The focus on students’ engaging in the eight scientific and engineering practices, to develop an understanding of scientific concepts, is another factor that supports all students. The practices require classroom learning environments in which students are engaging in the sense making of phenomena or problems, not ingesting the results of an “expert’s” sense making. Focusing on students’ thinking and students’ use of their own language, rather than the regurgitation of formal science terminology, inherently allows more access to science learning for all students. Thus, student engagement in the practices can support their science learning as well as their language learning (NGSS Appendix D, 2013). Students who are English language learners or have language or literacy difficulties have the ability to learn science as a practice:

When supported appropriately, these students are capable of learning science through their emerging language and by comprehending and carrying out sophisticated language functions (e.g., arguing from evidence, construction explanations, developing models) using less-than-perfect English. By engaging in such practices, moreover, they simultaneously build on their understanding of science and their language proficiency (i.e., capacity to do more with language) (NGSS Appendix D, 2013, p. 29).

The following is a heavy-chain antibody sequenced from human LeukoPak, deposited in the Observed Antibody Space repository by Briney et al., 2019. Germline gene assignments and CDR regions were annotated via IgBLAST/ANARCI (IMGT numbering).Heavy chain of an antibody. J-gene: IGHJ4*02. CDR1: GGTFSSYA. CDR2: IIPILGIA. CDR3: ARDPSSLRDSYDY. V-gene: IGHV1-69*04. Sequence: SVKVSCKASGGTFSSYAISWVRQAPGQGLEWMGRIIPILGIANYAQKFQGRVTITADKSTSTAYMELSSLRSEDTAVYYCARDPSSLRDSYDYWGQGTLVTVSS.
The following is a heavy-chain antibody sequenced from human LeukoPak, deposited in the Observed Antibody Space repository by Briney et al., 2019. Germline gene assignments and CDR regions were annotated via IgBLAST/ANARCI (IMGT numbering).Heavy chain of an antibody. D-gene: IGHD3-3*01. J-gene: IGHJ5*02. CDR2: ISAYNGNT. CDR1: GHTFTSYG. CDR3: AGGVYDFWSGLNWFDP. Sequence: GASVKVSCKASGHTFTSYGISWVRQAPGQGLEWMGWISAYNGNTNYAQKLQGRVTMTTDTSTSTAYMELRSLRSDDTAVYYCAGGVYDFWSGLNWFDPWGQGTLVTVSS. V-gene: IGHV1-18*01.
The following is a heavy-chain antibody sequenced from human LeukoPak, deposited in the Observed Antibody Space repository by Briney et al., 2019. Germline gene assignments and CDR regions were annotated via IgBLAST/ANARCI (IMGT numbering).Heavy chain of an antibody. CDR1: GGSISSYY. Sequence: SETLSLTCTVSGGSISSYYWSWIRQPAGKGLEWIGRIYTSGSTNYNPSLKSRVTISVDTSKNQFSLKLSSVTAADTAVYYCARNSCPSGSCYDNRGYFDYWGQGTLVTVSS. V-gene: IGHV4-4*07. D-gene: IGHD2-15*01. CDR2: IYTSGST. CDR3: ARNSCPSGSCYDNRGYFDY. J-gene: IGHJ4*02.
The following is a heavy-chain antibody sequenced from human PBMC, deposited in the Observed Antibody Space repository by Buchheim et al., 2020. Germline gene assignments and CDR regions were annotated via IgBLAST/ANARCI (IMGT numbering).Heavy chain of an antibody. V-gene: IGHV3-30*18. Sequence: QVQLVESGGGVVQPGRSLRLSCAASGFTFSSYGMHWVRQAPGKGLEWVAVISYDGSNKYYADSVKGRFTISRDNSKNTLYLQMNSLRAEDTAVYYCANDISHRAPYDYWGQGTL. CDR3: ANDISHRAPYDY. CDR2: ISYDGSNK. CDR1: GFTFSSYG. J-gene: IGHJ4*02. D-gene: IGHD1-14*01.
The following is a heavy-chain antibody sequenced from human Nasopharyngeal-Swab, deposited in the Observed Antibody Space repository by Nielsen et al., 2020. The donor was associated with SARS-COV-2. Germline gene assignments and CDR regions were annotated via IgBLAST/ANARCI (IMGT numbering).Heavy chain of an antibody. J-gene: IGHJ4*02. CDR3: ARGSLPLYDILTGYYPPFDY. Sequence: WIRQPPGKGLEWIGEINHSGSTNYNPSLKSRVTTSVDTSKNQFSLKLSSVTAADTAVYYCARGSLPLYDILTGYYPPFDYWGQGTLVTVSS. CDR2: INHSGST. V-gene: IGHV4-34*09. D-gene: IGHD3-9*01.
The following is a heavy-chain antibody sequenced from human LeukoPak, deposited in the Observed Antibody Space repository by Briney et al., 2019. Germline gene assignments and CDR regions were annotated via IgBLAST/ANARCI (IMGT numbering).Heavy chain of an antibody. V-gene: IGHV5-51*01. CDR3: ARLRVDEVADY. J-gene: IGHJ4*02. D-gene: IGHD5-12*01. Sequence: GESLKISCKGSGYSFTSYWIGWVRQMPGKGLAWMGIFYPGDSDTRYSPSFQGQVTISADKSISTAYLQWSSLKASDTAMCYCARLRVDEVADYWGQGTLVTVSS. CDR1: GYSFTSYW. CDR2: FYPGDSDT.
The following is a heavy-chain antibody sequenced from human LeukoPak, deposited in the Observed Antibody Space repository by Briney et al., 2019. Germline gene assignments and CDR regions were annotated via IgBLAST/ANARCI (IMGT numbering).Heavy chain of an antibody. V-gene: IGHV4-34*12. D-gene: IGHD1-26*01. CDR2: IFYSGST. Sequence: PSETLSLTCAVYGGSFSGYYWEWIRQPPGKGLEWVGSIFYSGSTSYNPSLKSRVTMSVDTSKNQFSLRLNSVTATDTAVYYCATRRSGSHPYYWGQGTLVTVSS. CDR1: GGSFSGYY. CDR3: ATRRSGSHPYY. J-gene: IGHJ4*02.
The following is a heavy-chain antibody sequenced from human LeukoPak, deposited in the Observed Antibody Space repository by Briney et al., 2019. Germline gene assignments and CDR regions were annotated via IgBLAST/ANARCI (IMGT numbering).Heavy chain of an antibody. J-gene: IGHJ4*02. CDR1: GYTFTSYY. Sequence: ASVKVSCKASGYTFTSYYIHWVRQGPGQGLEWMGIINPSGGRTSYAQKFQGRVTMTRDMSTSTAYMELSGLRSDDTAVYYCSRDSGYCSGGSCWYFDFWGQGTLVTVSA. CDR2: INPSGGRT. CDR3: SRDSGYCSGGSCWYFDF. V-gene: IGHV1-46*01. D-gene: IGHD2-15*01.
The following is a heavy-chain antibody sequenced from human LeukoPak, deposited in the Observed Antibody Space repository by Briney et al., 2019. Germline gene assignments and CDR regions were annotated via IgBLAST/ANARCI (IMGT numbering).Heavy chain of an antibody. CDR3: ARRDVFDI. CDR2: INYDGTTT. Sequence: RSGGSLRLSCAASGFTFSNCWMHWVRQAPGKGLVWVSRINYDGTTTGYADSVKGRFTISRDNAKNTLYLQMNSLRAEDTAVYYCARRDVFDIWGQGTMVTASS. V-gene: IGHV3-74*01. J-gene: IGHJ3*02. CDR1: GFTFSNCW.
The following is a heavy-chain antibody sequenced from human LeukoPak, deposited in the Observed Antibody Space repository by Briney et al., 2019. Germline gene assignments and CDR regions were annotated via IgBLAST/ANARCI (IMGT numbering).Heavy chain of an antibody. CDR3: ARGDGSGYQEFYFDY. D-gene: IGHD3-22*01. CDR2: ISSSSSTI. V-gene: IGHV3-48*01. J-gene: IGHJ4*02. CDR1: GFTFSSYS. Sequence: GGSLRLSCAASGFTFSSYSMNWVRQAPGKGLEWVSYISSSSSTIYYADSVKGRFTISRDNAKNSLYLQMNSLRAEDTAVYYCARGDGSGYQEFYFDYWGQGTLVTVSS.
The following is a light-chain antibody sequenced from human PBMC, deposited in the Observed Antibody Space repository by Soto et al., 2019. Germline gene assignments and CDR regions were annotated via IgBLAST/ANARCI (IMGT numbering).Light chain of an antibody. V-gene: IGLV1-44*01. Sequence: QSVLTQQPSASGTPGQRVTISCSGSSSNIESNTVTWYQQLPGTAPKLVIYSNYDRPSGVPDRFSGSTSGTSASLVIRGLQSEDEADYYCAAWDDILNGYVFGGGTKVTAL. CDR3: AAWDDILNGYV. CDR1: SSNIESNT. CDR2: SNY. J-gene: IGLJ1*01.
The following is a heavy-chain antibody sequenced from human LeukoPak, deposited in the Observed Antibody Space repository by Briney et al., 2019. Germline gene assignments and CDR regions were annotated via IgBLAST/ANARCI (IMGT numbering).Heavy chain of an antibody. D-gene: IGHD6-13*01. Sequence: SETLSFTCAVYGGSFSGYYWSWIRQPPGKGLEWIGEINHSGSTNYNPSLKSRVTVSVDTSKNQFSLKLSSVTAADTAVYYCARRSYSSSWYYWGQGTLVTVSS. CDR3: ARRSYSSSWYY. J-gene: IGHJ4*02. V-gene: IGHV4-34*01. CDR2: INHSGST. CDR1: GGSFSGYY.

Crosscutting concepts, or overarching themes that can be applied through all disciplines of science, are a second component that supports all students. The explicit identification and associated requirement of purposeful instruction to support students learning and understanding of the crosscutting concepts is new, even though the crosscutting concepts themselves have always existed in science. The inclusion of the crosscutting concepts explicitly supports science learning for all students:

Through the NGSS, explicit teaching of crosscutting concepts enables less privileged students, most from non-dominate groups, to make connections among big ideas that cut across science disciplines. This could result in leveling the playing field for students who otherwise might not have exposure to such opportunities (NGSS Appendix D, 2013, p. 30).

As the crosscutting concepts connect all science disciplines, they will also help students see the connections between the disciplines. They have the potential to become intellectual and thought tools that students can use to support their science learning.